Pilot scheme is designed to protect stocks
Starting on November 5, the Outer Hebrides Inshore Fisheries Pilot has introduced locally agreed limits on creel numbers and soak time.
Forty vessels are also testing a low-cost tracking system as part of the ‘Modernisation of the Inshore Fleet Programme’, paving the way for more responsive fisheries management decision making.
This pilot will provide the Scottish Government with insights into how well a localised approach to modernising inshore fishing is working. Marine Scotland Science will then analyse data outputs, comparing historical data held on the pilot area to that gathered during its life cycle to measure any notable changes.
Cabinet Secretary for Rural Economy and Tourism, Fergus Ewing said: “The launch of the Outer Hebrides Pilot is an important milestone in our work to test and trial new fisheries management arrangements.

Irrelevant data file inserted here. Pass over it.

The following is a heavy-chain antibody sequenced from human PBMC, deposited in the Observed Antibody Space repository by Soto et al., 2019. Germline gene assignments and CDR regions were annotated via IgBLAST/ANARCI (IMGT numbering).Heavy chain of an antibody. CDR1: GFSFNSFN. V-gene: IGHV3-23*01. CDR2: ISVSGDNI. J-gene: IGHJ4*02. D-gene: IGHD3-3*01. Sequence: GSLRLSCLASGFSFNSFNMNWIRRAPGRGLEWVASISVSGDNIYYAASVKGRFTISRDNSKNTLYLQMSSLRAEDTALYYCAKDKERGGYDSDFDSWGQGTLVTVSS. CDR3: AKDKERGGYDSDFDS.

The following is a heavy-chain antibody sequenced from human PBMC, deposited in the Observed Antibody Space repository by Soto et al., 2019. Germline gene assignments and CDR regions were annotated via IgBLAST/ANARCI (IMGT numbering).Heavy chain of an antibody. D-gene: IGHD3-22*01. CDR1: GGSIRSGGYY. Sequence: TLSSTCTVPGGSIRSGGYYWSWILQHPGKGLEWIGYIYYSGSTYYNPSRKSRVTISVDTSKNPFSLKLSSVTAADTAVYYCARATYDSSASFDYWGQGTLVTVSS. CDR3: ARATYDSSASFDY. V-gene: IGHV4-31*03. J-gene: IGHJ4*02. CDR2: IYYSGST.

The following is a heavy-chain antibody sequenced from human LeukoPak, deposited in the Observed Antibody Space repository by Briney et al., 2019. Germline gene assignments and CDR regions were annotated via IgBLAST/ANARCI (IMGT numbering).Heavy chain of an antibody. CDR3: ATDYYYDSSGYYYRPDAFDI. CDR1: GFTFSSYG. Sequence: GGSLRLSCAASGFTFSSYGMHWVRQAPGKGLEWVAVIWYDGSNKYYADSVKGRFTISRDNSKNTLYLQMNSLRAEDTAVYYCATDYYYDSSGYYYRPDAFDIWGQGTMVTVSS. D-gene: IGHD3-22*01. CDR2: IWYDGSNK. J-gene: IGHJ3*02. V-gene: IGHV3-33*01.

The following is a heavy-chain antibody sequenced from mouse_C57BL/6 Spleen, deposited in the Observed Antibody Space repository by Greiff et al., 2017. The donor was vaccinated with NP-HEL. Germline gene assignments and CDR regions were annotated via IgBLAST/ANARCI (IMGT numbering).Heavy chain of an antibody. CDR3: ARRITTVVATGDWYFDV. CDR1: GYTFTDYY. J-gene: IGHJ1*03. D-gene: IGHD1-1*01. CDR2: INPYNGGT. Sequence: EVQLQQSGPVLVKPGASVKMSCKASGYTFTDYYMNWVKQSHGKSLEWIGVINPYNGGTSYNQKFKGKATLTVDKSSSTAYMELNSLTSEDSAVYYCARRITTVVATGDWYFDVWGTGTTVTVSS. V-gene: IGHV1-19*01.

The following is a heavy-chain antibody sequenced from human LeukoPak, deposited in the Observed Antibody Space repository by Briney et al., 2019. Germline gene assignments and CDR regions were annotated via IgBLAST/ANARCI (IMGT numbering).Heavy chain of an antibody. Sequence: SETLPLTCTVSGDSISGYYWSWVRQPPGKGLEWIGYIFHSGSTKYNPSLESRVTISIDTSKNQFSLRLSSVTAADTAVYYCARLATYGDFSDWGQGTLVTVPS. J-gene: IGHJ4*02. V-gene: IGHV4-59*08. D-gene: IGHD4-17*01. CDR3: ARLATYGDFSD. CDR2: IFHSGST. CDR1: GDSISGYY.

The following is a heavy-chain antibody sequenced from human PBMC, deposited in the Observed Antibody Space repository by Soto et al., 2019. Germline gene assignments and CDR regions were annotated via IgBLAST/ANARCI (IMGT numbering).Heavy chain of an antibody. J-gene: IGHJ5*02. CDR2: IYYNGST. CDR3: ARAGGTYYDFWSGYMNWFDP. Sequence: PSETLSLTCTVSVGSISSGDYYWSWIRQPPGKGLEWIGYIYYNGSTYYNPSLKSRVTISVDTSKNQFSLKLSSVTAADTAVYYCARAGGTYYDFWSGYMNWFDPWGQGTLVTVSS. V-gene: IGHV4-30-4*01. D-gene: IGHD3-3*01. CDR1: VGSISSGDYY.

“This will help inform our Future Fisheries Management Strategy, helping support sustainable growth in the sector and enable coastal communities to make the most of their waters.”
Duncan Macinnes of the Outer Hebrides Regional Inshore Fisheries Group added: “We welcome the strong support provided by the Scottish Government to the Outer Hebrides Regional Inshore Fisheries Group, in taking forward this innovative approach to the local management of the static gear fishery in the pilot area.
“The tracking technology fitted to vessels will provide additional information to the Scottish Government by identifying fishing effort and catches from more localised grounds.
“Hopefully, the findings from the pilot can be used to extend the principle of local management of creel fisheries to other inshore areas around Scotland.”
If you fish within the pilot area, you may have received a letter in the post. If you have not, please contact by email: [email protected].